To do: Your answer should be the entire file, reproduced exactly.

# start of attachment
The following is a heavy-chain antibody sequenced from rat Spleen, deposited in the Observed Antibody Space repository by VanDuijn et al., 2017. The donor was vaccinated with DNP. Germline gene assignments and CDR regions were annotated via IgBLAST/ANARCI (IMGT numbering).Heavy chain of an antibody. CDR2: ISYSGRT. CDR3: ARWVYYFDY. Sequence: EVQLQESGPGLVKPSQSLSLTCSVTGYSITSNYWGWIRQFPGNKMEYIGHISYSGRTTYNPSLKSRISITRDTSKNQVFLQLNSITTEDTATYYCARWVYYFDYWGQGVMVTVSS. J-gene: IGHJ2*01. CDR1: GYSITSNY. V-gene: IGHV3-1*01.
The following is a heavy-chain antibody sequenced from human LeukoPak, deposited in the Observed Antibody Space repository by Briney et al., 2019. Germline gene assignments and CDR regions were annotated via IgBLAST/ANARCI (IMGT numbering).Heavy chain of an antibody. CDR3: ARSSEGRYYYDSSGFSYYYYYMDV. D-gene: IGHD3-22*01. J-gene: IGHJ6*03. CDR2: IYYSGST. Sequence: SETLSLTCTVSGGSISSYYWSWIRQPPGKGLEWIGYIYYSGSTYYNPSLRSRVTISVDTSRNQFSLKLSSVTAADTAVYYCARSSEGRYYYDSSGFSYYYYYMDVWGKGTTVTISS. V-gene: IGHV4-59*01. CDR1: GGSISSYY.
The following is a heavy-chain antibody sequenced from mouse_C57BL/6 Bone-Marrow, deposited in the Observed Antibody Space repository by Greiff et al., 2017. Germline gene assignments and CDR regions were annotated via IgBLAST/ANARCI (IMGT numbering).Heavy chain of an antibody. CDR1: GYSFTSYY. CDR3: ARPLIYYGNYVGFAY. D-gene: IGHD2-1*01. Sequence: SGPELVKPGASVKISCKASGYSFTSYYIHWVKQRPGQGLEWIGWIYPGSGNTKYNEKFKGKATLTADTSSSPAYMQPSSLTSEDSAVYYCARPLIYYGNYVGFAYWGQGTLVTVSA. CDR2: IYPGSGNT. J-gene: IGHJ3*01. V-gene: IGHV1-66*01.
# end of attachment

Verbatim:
The following is a heavy-chain antibody sequenced from rat Spleen, deposited in the Observed Antibody Space repository by VanDuijn et al., 2017. The donor was vaccinated with DNP. Germline gene assignments and CDR regions were annotated via IgBLAST/ANARCI (IMGT numbering).Heavy chain of an antibody. CDR2: ISYSGRT. CDR3: ARWVYYFDY. Sequence: EVQLQESGPGLVKPSQSLSLTCSVTGYSITSNYWGWIRQFPGNKMEYIGHISYSGRTTYNPSLKSRISITRDTSKNQVFLQLNSITTEDTATYYCARWVYYFDYWGQGVMVTVSS. J-gene: IGHJ2*01. CDR1: GYSITSNY. V-gene: IGHV3-1*01.
The following is a heavy-chain antibody sequenced from human LeukoPak, deposited in the Observed Antibody Space repository by Briney et al., 2019. Germline gene assignments and CDR regions were annotated via IgBLAST/ANARCI (IMGT numbering).Heavy chain of an antibody. CDR3: ARSSEGRYYYDSSGFSYYYYYMDV. D-gene: IGHD3-22*01. J-gene: IGHJ6*03. CDR2: IYYSGST. Sequence: SETLSLTCTVSGGSISSYYWSWIRQPPGKGLEWIGYIYYSGSTYYNPSLRSRVTISVDTSRNQFSLKLSSVTAADTAVYYCARSSEGRYYYDSSGFSYYYYYMDVWGKGTTVTISS. V-gene: IGHV4-59*01. CDR1: GGSISSYY.
The following is a heavy-chain antibody sequenced from mouse_C57BL/6 Bone-Marrow, deposited in the Observed Antibody Space repository by Greiff et al., 2017. Germline gene assignments and CDR regions were annotated via IgBLAST/ANARCI (IMGT numbering).Heavy chain of an antibody. CDR1: GYSFTSYY. CDR3: ARPLIYYGNYVGFAY. D-gene: IGHD2-1*01. Sequence: SGPELVKPGASVKISCKASGYSFTSYYIHWVKQRPGQGLEWIGWIYPGSGNTKYNEKFKGKATLTADTSSSPAYMQPSSLTSEDSAVYYCARPLIYYGNYVGFAYWGQGTLVTVSA. CDR2: IYPGSGNT. J-gene: IGHJ3*01. V-gene: IGHV1-66*01.